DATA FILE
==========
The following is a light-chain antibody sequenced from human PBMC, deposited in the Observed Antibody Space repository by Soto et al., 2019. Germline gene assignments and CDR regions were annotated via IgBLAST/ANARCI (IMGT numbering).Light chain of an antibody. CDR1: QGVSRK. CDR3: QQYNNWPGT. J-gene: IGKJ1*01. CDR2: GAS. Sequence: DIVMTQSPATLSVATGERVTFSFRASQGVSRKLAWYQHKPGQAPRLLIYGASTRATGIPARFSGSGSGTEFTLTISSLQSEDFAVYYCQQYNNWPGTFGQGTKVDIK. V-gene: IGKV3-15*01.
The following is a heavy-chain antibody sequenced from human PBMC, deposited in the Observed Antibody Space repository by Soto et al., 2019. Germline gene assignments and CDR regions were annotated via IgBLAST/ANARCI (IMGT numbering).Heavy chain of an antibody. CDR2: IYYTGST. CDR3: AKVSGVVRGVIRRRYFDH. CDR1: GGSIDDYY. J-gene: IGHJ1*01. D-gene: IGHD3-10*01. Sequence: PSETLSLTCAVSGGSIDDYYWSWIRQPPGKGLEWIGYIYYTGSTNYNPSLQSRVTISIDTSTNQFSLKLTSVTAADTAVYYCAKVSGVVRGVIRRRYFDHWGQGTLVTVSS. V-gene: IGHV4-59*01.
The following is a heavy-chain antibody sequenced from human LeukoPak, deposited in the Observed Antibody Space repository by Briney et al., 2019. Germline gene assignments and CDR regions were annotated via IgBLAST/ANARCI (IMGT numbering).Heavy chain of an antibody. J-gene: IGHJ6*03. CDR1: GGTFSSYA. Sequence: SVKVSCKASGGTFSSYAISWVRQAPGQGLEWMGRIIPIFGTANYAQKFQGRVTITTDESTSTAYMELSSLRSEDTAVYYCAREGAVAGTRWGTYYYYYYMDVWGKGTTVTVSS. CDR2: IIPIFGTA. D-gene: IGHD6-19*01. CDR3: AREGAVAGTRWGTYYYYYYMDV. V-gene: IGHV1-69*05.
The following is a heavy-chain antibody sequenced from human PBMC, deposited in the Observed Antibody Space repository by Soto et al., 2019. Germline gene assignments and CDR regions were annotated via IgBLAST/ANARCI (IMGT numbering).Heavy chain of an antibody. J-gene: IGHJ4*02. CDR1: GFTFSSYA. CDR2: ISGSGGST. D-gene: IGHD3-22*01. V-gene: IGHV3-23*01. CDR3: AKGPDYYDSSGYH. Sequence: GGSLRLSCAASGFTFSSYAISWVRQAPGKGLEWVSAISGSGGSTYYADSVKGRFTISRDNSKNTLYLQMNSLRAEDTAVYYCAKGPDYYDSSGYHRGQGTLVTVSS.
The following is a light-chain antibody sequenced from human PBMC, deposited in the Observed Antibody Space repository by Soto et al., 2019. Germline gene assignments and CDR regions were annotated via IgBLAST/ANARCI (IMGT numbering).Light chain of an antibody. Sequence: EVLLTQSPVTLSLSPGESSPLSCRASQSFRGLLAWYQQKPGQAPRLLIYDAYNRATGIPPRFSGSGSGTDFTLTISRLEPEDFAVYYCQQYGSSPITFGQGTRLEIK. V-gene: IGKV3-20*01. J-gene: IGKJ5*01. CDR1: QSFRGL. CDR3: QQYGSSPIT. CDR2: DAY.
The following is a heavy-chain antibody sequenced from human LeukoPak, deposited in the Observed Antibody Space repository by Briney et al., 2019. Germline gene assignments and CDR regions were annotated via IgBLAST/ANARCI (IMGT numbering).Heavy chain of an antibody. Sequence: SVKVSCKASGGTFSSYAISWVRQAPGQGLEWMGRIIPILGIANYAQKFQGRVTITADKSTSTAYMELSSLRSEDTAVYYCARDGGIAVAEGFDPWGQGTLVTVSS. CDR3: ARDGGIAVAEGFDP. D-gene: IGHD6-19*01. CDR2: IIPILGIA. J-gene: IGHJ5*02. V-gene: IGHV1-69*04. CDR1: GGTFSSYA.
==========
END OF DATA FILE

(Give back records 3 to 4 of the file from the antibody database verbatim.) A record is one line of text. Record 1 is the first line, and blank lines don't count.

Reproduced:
The following is a heavy-chain antibody sequenced from human LeukoPak, deposited in the Observed Antibody Space repository by Briney et al., 2019. Germline gene assignments and CDR regions were annotated via IgBLAST/ANARCI (IMGT numbering).Heavy chain of an antibody. J-gene: IGHJ6*03. CDR1: GGTFSSYA. Sequence: SVKVSCKASGGTFSSYAISWVRQAPGQGLEWMGRIIPIFGTANYAQKFQGRVTITTDESTSTAYMELSSLRSEDTAVYYCAREGAVAGTRWGTYYYYYYMDVWGKGTTVTVSS. CDR2: IIPIFGTA. D-gene: IGHD6-19*01. CDR3: AREGAVAGTRWGTYYYYYYMDV. V-gene: IGHV1-69*05.
The following is a heavy-chain antibody sequenced from human PBMC, deposited in the Observed Antibody Space repository by Soto et al., 2019. Germline gene assignments and CDR regions were annotated via IgBLAST/ANARCI (IMGT numbering).Heavy chain of an antibody. J-gene: IGHJ4*02. CDR1: GFTFSSYA. CDR2: ISGSGGST. D-gene: IGHD3-22*01. V-gene: IGHV3-23*01. CDR3: AKGPDYYDSSGYH. Sequence: GGSLRLSCAASGFTFSSYAISWVRQAPGKGLEWVSAISGSGGSTYYADSVKGRFTISRDNSKNTLYLQMNSLRAEDTAVYYCAKGPDYYDSSGYHRGQGTLVTVSS.